An alternative to requiring the user to provide the signature separate from the image is to support images that already have an embedded signature. Although this could be included as a future improvement, the initial implementation will not provide embedded signature support, since it is advantageous to keep the initial effort focused and small.

An alternative to using the existing MD5 hash algorithm is to create a separate configurable hash for use with verifying/creating the signature. However, creating a separate hash negatively affects the performance, without providing much benefit. Note that since there are preferable hash algorithms to MD5 that are more secure, a separate change is being proposed to allow for the configuring of this hash algorithm [2]. This will not be included as a part of this change, in the interest of having a straightforward initial implementation.

An alternative to focusing on a single-cloud implementation would be to include support for multi-clouds in the initial implementation. If images are exchanged between different clouds, signature verification could be used to confirm that images have not be modified. However, in the interest of a more simplistic initial implementation, explicit support for multi-clouds will be saved for future iterations.

Data model impact


REST API impact

No API changes will be needed for the initial implementation, provided that other services are able to retrieve all of the properties of a given image.

Note that the existing API allows for providing the signature metadata as Glance properties, and returning an error message if verification fails.

Security impact

This change improves the enterprise-ready posture of OpenStack by enabling signature signing and verification.

Although keys are used in this change, the keys themselves are assumed to be stored in a key manager, and only a reference to the certificate is stored in Glance.

This change involves hashing the image data for use in verifying and creating signatures for the image.

Note that the signature length is currently limited to 255 bytes, since this is the maximum size supported for Glance properties. In turn, this limits the size of the keys that can be used for signature creation.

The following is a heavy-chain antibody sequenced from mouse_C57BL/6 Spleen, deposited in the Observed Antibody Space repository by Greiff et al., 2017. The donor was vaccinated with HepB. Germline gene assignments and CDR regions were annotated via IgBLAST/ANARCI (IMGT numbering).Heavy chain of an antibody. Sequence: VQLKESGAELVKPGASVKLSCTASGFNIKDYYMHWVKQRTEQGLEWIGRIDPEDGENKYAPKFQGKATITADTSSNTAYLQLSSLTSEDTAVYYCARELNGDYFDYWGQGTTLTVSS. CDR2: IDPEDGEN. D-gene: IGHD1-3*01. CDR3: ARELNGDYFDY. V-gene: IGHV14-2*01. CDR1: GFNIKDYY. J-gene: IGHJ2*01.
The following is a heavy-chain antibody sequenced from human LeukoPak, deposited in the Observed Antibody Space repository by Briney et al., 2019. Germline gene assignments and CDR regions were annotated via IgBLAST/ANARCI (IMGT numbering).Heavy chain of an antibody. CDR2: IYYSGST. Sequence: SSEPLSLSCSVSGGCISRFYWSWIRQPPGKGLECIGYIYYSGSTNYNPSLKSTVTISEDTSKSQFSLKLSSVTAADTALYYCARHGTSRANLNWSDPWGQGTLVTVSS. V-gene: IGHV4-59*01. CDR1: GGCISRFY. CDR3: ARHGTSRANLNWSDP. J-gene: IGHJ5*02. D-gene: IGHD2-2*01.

Notifications impact

This change will involve adding log messages to indicate the success or failure of signature verification and creation.

Other end user impact

The user will be required to provide the appropriate information needed for the signing and verification in order to use this feature.

There are no changes that need to be made to python-glanceclient.

Performance Impact

The feature will only be used if a user has provided the appropriate properties during the image upload. Otherwise, no signature verification or creation will occur.

When signature verification and creation do occur, there will be some latency associated with retrieving the certificate from the key manager. Since the hash is already being created for images, the hash creation has no impact to performance.

Other deployer impact


Developer impact




Primary assignee:
Other contributors:


Core reviewer(s):
flaper87 sigmavirus24 nikhil_k
Other reviewer(s):

Work Items

The feature will be tackled in the following stages:

  1. Enable Glance to verify signatures provided by the user during an image upload initiated by the user.
  2. Enable Glance to verify signatures provided by Nova during an image upload of a snapshot taken by Nova.


The cryptography library, which will be used for hash creation and signature verification and creation, is already a part of the global-requirements of OpenStack. However, it is not a part of Glance, and will need to be added there.

Glance currently does not interact with any key managers. Since a key manager is needed to manage the keys, changes will need to be made to allow Glance to retrieve the public key certificate using a key manager. Specifically, Castellan [3] will be used to interface with the key manager chosen. The initial key manager will be Barbican, but Castellan can be configured to use a different backend.

In order to take advantage of the signatures in Glance, Nova will need to be updated to retrieve the signatures from Glance and verify them. However, Glance does not depend on Nova to have this support in order to have the feature added. The spec for this in Nova [4] has not yet been approved.


Before Nova support for this feature is added, unit tests will be sufficient. Once Nova support is added, Tempest tests should ensure that the interaction between Nova and Glance works as expected.

Documentation Impact

Instructions for how to use the change will need to be documented. These include instructions for the user on how to create keys and signatures offline before providing this information during the creation of an image.

This documentation will also include descriptions for each of the following signature metadata properties:

  • signature: the signature of the “checksum hash” encoded in base64 format
  • signature_hash_method: the hash method used to create the signature
  • signature_key_type: the key type used in creating the signature
    • valid values are: “RSA-PSS”
  • signature_certificate_uuid: the uuid used to retrieve the certificate from castellan
  • mask_gen_algorithm: only used for RSA-PSS, defines the mask generation algorithm used in the signature generation, optional and defaults to “MGF1”
    • valid values are: “MGF1”
  • pss_salt_length: only used for RSA-PSS, defines the salt length used in the signature generation, optional and defaults to PSS.MAX_LENGTH